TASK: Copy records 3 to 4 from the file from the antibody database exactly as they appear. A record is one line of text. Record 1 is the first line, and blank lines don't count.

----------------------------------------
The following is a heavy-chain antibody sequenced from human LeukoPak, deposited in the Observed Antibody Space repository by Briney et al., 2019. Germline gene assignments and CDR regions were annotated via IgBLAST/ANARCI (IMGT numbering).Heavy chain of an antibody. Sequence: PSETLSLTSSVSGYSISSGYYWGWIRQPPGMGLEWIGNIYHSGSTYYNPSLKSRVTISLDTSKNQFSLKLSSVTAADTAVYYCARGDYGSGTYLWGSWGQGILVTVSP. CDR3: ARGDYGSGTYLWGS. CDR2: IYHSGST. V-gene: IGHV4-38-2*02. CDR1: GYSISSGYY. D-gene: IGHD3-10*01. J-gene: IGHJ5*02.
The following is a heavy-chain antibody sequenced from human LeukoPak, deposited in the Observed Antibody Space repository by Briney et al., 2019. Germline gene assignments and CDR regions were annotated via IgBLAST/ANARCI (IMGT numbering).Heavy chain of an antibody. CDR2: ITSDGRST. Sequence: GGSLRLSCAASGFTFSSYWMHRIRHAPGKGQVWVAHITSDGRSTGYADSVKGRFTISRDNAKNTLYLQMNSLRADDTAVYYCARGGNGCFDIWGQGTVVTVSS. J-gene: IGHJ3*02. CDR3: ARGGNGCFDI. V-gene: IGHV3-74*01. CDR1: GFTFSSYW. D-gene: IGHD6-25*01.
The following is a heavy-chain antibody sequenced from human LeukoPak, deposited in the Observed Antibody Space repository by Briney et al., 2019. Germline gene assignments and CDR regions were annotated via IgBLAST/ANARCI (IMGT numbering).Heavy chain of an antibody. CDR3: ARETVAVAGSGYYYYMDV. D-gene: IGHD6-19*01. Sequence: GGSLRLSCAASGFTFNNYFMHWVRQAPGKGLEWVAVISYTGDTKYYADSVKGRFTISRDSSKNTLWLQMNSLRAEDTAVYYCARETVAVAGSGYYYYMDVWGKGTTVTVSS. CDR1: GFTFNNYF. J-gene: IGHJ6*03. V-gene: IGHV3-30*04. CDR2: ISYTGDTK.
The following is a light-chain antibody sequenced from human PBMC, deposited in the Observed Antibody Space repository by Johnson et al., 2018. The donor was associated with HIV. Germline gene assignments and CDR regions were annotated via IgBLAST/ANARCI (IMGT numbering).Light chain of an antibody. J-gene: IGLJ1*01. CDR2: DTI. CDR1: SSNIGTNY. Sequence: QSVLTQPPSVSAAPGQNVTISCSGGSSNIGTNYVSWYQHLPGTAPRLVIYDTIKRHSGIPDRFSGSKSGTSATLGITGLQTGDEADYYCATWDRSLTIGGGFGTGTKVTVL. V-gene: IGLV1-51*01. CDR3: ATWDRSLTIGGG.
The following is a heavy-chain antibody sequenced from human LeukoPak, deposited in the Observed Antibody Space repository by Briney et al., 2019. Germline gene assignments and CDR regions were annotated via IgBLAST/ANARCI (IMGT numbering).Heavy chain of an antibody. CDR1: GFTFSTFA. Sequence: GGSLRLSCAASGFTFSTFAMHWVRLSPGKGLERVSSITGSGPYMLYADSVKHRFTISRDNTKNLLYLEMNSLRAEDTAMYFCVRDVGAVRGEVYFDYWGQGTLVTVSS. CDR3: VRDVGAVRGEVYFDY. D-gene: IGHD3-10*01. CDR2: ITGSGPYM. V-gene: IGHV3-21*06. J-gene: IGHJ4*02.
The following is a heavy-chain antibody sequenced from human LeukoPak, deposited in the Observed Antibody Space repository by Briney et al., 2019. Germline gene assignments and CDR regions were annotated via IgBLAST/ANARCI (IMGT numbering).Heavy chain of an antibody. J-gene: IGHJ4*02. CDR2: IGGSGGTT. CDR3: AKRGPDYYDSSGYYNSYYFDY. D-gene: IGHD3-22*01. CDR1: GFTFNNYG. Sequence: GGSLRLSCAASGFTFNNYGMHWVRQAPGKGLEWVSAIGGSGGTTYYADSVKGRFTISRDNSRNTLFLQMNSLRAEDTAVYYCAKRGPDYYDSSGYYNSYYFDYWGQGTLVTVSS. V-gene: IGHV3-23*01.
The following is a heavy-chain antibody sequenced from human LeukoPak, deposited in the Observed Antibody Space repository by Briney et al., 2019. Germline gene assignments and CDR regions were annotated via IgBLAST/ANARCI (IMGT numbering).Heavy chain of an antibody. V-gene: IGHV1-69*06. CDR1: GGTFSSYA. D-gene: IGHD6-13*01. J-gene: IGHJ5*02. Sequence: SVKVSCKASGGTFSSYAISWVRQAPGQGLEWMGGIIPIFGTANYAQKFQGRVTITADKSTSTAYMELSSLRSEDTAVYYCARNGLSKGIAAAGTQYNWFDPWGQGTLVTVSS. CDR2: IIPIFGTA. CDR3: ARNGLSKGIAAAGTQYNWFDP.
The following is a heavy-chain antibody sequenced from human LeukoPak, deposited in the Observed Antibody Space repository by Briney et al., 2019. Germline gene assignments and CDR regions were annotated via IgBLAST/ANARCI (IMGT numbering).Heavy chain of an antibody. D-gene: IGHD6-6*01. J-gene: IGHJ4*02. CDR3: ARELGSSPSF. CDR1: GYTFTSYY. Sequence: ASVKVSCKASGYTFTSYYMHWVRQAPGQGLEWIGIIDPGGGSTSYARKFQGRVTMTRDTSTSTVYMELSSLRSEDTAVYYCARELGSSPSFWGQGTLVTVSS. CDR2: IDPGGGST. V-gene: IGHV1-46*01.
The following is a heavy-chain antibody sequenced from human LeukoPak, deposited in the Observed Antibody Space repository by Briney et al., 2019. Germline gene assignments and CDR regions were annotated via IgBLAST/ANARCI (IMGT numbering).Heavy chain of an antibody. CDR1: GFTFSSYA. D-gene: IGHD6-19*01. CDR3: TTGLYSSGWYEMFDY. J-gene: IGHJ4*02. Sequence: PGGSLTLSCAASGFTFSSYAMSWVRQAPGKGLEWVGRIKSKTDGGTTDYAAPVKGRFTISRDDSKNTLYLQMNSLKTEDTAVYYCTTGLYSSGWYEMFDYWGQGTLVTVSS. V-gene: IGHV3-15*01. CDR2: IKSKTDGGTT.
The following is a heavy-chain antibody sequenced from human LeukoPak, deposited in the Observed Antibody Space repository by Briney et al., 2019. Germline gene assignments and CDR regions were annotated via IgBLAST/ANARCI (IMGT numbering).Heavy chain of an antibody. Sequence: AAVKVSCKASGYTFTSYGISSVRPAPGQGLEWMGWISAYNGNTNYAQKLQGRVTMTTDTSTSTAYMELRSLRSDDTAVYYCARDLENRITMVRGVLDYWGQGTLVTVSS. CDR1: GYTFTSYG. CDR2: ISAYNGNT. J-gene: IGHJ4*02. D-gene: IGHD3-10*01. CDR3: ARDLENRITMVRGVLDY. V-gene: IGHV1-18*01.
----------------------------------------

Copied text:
The following is a heavy-chain antibody sequenced from human LeukoPak, deposited in the Observed Antibody Space repository by Briney et al., 2019. Germline gene assignments and CDR regions were annotated via IgBLAST/ANARCI (IMGT numbering).Heavy chain of an antibody. CDR3: ARETVAVAGSGYYYYMDV. D-gene: IGHD6-19*01. Sequence: GGSLRLSCAASGFTFNNYFMHWVRQAPGKGLEWVAVISYTGDTKYYADSVKGRFTISRDSSKNTLWLQMNSLRAEDTAVYYCARETVAVAGSGYYYYMDVWGKGTTVTVSS. CDR1: GFTFNNYF. J-gene: IGHJ6*03. V-gene: IGHV3-30*04. CDR2: ISYTGDTK.
The following is a light-chain antibody sequenced from human PBMC, deposited in the Observed Antibody Space repository by Johnson et al., 2018. The donor was associated with HIV. Germline gene assignments and CDR regions were annotated via IgBLAST/ANARCI (IMGT numbering).Light chain of an antibody. J-gene: IGLJ1*01. CDR2: DTI. CDR1: SSNIGTNY. Sequence: QSVLTQPPSVSAAPGQNVTISCSGGSSNIGTNYVSWYQHLPGTAPRLVIYDTIKRHSGIPDRFSGSKSGTSATLGITGLQTGDEADYYCATWDRSLTIGGGFGTGTKVTVL. V-gene: IGLV1-51*01. CDR3: ATWDRSLTIGGG.